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[Bug 13575] Retrieving keybindings in automation-friendly format

From: <bugzilla@jessica.w3.org>
Date: Fri, 12 Aug 2011 22:03:09 +0000
To: public-html-bugzilla@w3.org
Message-Id: <E1Qrzor-0001oy-Md@jessica.w3.org>

Ian 'Hixie' Hickson <ian@hixie.ch> changed:

           What    |Removed                     |Added
             Status|NEW                         |RESOLVED
                 CC|                            |ian@hixie.ch
         Resolution|                            |WONTFIX

--- Comment #2 from Ian 'Hixie' Hickson <ian@hixie.ch> 2011-08-12 22:03:08 UTC ---
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Status: Rejected
Change Description: no spec change

> Aaron asks his web browser to display a list of the currently
> active keyboard shortcuts. [...] it would do this by
> enumerating the command elements and retrieving each one's accessKeyLabel
> property. The user agent wants to make the list more useful [...] it cannot easily
> parse the accessKeyLabel string, as it knows neither the names the user agent
> will use for modifier keys (e.g. "Ctrl", "control", an arrow glyph, etc.) nor
> what method will be use to concatenate them (e.g. "Ctrl+a", "Ctrl/A", "^A",
> "A+Control", an arrow plus "A", etc., all of which may depend on the platform,
> user agent, language, and/or locale).

The user agent does know what names the user agent will use. It's itself.

> Louis has a browser add-in that lets him specify a keyboard
> input and it tells him what function or element that is currently mapped to.
> The user enters a representation of a key or key combination as a text string
> using a consistent format (e.g. "Ctrl+[") regardless of which platform it's
> running on. To determine which command this is assigned to, it converts the
> string into the automation-friendly equivalent defined by the HTML5 spec, and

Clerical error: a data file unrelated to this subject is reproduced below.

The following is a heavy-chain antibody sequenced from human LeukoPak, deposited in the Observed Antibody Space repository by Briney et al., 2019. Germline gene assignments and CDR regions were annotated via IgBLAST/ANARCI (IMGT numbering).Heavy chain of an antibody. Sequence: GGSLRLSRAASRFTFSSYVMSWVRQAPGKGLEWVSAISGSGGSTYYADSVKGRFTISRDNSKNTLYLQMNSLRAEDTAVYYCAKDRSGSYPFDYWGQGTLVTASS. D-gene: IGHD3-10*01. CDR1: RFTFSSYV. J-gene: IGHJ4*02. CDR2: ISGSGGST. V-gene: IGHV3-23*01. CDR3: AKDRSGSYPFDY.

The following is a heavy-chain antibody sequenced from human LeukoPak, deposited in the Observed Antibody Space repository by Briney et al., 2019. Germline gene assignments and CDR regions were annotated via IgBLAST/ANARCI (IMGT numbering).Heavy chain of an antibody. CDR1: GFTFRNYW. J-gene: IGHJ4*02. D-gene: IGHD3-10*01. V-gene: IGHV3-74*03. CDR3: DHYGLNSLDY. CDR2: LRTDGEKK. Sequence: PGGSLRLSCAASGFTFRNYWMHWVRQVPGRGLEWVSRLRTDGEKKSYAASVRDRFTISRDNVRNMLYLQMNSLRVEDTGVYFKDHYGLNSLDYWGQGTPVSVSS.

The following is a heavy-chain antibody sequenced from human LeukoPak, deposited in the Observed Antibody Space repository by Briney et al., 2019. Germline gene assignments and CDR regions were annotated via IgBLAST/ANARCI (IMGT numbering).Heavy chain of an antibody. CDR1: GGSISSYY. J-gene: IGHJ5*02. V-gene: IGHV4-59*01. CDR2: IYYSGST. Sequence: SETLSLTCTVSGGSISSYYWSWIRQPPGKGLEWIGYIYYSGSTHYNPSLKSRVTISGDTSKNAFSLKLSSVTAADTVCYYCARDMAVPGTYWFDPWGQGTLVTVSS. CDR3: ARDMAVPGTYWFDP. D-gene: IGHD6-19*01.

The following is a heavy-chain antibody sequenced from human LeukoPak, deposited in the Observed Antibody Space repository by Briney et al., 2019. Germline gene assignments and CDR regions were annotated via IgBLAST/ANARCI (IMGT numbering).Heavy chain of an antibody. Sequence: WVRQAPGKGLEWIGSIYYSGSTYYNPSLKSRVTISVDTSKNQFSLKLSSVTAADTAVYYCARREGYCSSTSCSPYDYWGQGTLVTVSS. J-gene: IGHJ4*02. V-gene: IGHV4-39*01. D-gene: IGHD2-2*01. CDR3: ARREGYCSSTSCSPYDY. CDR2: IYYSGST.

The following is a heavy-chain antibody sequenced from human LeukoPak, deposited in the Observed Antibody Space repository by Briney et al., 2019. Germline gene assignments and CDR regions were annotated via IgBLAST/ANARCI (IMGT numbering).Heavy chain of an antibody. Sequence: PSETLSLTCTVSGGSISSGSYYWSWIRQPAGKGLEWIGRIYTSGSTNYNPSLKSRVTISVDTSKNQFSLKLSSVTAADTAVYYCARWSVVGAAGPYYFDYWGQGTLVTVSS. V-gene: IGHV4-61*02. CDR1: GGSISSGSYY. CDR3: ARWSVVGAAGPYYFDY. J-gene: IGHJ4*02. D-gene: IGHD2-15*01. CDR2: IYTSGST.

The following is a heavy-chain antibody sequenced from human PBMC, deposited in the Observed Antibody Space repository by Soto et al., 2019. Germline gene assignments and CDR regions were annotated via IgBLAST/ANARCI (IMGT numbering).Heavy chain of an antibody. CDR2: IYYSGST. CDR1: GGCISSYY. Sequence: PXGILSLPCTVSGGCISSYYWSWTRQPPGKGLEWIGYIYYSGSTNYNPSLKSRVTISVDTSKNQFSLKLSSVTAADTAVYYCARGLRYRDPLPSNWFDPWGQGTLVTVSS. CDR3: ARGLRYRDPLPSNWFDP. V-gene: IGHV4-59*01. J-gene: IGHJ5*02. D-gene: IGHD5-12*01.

> compares that to the representation associated with each command recognized by
> the browser (per 4.11.5 Commands).
> An automation-friendly representation could either be a list of codes
> representing keys and their modifiers (e.g. an integer representing the F5 key
> along with a mask of bits representing Alt and Shift modification) or it could
> be a string compounded from substrings that are language-, locale- and
> platform-neutral (e.g. "Ctrl+A" for the combination of the "A" key and the
> equivalent of the control key, even in environments where the latter is not
> normally written as "Ctrl"). 
> Either format could either be returned by an element using a property analogous
> to accessKeyLabel, or user agents could be required to provide a function to
> convert the user-friendly string returned by accessKeyLabel into an
> automation-friendly representation.

This seems entirely possible. It's a UA implementation issue.

> Issue: Are there cases where an accessibility aid may be able to interact with
> with the DOM in order to query keybindings, yet still need to simulate the key
> combination associated with a control or command rather than activating it
> programmatically? This would certainly be useful for test automation, but are
> there accessibility cases?

ATs should just communicate to the UAs directly, not via the JS APIs. That
makes no sense.

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Received on Friday, 12 August 2011 22:03:10 UTC

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